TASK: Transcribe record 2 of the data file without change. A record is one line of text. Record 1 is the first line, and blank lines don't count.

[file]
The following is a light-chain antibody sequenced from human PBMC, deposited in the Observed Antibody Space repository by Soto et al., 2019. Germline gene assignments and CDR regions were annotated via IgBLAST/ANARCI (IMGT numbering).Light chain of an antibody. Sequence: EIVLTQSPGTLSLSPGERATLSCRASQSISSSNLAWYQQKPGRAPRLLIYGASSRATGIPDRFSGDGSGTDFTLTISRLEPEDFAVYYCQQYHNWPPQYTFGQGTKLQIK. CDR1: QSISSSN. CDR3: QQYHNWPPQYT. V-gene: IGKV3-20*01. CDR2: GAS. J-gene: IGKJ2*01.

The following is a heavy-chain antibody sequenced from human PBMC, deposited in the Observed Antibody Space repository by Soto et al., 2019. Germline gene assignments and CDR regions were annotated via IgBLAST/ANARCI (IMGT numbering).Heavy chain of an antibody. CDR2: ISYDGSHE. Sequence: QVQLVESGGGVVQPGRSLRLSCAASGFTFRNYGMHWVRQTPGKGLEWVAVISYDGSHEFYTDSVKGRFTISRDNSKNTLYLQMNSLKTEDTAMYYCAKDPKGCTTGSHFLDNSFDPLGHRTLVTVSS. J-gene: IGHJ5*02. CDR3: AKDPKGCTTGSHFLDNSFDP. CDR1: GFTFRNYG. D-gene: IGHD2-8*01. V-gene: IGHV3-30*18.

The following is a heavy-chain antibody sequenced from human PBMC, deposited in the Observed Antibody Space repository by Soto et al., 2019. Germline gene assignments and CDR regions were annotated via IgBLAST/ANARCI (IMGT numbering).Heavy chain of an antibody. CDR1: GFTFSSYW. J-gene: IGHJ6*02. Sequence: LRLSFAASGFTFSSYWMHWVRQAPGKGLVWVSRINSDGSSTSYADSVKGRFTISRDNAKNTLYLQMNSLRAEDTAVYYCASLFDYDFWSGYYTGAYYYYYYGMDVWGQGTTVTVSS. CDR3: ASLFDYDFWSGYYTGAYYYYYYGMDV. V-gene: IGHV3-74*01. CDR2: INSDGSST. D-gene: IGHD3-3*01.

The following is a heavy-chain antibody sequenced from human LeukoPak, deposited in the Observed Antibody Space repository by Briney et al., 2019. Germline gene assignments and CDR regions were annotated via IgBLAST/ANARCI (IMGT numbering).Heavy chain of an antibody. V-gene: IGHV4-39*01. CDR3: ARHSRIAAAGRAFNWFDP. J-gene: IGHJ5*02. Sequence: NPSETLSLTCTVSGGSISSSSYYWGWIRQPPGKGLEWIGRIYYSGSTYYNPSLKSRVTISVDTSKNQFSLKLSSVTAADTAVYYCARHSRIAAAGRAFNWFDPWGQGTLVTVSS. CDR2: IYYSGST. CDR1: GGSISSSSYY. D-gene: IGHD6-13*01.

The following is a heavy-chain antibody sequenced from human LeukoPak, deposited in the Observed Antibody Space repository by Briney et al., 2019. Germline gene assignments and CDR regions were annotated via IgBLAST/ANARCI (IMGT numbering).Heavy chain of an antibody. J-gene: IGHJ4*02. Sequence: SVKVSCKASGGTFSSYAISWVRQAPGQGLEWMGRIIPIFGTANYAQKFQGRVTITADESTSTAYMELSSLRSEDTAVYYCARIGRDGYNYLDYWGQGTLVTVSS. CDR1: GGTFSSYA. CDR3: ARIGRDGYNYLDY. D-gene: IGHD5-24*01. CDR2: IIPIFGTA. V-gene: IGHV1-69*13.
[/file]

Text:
The following is a heavy-chain antibody sequenced from human PBMC, deposited in the Observed Antibody Space repository by Soto et al., 2019. Germline gene assignments and CDR regions were annotated via IgBLAST/ANARCI (IMGT numbering).Heavy chain of an antibody. CDR2: ISYDGSHE. Sequence: QVQLVESGGGVVQPGRSLRLSCAASGFTFRNYGMHWVRQTPGKGLEWVAVISYDGSHEFYTDSVKGRFTISRDNSKNTLYLQMNSLKTEDTAMYYCAKDPKGCTTGSHFLDNSFDPLGHRTLVTVSS. J-gene: IGHJ5*02. CDR3: AKDPKGCTTGSHFLDNSFDP. CDR1: GFTFRNYG. D-gene: IGHD2-8*01. V-gene: IGHV3-30*18.